My son is in 7th grade. His social studies teacher gives a weekly assignment to figure out the country in question based on a series of 5 clues, one given each day. If they know the answer after the 1st clue, they get 5 points, after the 2nd, 4 points, etc. Each week is worth 3 points or 27 points over the 9 week grading period. If they get more than 27 points because they got the correct answer after the 1st or 2nd clue, it raises their overall grade. If they get less than 27 points, it lowers their overall grade. They only get one guess. If they answer incorrectly, they don't get any points for the week. The first two clues do not provide enough information to know the answer for sure, so it is basically a guessing game until the 3rd clue is given. This doesn't sound like a fair and balanced activity to me. One wrong answer drops the grade for the activity to a B and the chance to recover with extra points is slim to none. I've questioned the fairness with the teacher and principle, but they have not been willing to make any changes thus far. Is this fair, and if not, what should I do next?
As you describe it, it sounds not so much unfair, but just a bad quiz. I'd be interested in seeing examples of the first and second clues. I picture them being either about obscure facts about a state that only decades of accumulated trivia knowledge would know ("In this state, cinnamon was first added to applesauce in the 1880s") or ambiguous ("This state has 9 letters in its name").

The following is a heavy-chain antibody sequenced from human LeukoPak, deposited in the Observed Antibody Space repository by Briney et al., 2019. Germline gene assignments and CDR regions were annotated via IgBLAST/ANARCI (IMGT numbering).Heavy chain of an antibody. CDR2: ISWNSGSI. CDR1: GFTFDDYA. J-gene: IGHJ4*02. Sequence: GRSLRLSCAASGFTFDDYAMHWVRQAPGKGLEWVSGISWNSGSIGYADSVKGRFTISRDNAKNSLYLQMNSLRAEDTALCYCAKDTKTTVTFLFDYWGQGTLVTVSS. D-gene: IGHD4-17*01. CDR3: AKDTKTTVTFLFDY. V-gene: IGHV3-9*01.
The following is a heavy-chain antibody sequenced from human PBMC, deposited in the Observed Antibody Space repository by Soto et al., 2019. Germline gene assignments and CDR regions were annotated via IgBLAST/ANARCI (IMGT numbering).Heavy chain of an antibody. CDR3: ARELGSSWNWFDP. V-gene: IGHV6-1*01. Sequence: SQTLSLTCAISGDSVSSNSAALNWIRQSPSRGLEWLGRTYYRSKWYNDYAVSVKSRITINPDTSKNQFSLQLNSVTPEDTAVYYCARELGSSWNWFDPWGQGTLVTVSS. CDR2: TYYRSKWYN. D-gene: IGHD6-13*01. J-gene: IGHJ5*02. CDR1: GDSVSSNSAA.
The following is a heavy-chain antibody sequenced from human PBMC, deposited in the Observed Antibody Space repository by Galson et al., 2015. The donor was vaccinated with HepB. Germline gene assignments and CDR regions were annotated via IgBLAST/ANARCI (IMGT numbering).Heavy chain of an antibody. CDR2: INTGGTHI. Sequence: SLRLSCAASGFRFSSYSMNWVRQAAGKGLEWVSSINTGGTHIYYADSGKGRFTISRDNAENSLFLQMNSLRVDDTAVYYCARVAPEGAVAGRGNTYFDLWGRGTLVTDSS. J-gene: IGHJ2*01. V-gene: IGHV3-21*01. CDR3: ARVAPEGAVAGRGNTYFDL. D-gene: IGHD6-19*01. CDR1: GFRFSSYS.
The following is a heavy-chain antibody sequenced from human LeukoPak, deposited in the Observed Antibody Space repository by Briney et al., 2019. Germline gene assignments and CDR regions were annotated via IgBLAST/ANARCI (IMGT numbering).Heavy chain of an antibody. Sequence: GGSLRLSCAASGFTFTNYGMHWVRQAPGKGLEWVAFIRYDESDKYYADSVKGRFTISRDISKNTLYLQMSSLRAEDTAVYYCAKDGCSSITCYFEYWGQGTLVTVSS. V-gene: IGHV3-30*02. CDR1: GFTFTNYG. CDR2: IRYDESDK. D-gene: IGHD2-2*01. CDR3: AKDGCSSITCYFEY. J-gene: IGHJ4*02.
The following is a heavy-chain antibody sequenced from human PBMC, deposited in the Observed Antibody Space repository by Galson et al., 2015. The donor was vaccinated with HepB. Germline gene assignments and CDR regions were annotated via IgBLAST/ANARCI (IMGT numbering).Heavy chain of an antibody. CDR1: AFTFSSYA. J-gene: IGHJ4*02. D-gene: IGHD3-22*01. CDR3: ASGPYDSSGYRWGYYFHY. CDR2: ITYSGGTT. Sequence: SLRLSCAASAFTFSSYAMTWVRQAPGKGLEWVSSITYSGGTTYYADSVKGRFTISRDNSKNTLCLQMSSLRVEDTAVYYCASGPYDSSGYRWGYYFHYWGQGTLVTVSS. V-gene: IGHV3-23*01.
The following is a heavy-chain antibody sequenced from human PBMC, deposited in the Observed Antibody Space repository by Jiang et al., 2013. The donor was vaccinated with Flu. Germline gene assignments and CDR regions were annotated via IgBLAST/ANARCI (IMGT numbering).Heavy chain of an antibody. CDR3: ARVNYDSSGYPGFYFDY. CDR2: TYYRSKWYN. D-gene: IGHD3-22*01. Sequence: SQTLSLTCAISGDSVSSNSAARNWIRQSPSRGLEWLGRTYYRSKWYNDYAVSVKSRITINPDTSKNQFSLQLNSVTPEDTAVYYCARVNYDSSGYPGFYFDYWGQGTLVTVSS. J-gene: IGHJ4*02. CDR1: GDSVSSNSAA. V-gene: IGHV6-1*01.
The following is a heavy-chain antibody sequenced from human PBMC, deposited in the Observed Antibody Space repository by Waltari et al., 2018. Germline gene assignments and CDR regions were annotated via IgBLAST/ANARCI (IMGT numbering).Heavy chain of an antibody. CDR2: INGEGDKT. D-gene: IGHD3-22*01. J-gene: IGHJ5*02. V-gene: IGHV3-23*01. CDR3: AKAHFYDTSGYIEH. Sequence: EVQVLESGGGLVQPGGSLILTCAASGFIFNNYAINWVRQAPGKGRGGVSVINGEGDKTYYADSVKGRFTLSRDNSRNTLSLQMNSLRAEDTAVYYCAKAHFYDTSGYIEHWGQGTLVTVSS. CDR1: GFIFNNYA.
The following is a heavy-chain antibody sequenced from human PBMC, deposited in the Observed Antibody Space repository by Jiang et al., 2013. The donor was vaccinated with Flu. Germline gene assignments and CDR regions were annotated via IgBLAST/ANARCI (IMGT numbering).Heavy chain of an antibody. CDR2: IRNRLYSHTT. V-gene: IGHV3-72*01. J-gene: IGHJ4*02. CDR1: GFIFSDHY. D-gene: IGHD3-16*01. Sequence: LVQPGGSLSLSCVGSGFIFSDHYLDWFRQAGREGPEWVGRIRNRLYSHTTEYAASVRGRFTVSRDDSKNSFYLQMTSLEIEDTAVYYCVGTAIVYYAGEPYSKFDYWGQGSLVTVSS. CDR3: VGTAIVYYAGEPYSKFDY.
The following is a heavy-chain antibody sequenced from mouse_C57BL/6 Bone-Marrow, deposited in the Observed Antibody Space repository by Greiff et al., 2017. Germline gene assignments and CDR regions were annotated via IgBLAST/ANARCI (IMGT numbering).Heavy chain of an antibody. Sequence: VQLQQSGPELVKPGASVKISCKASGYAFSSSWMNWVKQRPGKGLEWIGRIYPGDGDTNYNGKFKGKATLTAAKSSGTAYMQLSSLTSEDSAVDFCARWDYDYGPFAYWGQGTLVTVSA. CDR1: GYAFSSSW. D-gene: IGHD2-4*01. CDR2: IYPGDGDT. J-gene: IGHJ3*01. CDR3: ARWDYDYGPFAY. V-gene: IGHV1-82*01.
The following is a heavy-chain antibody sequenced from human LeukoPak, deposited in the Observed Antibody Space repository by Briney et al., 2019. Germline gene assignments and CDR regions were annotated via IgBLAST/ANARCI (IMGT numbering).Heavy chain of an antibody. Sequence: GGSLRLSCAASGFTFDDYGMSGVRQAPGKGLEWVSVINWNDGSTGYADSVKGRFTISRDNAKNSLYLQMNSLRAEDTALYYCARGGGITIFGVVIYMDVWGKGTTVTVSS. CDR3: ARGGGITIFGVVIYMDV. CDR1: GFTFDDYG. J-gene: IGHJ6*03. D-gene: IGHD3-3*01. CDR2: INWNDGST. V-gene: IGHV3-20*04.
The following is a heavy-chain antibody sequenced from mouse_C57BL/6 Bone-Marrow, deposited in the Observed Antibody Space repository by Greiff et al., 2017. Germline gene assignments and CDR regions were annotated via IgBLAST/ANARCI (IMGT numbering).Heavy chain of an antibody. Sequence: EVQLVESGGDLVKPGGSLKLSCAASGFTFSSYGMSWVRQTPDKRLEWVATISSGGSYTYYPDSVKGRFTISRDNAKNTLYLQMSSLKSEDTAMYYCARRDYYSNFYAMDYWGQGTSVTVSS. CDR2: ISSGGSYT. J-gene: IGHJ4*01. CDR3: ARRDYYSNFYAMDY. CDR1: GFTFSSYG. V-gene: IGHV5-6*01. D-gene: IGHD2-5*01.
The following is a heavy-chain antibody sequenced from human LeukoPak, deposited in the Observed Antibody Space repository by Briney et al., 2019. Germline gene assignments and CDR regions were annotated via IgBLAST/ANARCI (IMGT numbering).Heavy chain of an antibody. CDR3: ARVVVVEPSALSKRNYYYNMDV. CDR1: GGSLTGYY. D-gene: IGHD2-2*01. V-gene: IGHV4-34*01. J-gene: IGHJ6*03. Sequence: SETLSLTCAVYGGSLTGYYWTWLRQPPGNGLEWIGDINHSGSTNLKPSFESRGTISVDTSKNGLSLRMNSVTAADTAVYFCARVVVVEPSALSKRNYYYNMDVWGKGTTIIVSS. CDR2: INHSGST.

If you still feel strongly about it now that the school year is over, I suggest you write a letter to the teacher detailing why the test isn't a good measurement of students' learning progress and how it actually penalizes risk-taking, which is a valuable attribute in business. Many good companies encourage risk-taking, but provide the framework and support for failure - in fact, some companies (Microsoft is rumored to be one) make failure a necessity of advancement.
If your relationship with the teacher (or principal) is good enough, invite him or her to meet for coffee one morning for a "post mortem" on the school year and, not as the first topic, bring up the quiz in the context of "I just can't get this thing off my mind" and dig into the philosophy behind it.
By the description of how this is practiced, it seems more like a bonus opportunity to me instead of the way that the overall Social Studies grade is determined. I wouldn't be alarmed about this, as I it seems harmless and in fact it can add points to the overall score in the 9 week period.